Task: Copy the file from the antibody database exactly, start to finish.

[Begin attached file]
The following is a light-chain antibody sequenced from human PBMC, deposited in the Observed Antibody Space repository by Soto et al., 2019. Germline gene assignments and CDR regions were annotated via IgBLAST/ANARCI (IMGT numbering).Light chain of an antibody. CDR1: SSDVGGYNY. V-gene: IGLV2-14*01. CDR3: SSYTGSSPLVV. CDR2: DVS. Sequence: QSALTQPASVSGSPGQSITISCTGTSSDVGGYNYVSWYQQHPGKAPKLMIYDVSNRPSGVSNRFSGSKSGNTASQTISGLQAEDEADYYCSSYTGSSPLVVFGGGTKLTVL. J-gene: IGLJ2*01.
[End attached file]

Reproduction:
The following is a light-chain antibody sequenced from human PBMC, deposited in the Observed Antibody Space repository by Soto et al., 2019. Germline gene assignments and CDR regions were annotated via IgBLAST/ANARCI (IMGT numbering).Light chain of an antibody. CDR1: SSDVGGYNY. V-gene: IGLV2-14*01. CDR3: SSYTGSSPLVV. CDR2: DVS. Sequence: QSALTQPASVSGSPGQSITISCTGTSSDVGGYNYVSWYQQHPGKAPKLMIYDVSNRPSGVSNRFSGSKSGNTASQTISGLQAEDEADYYCSSYTGSSPLVVFGGGTKLTVL. J-gene: IGLJ2*01.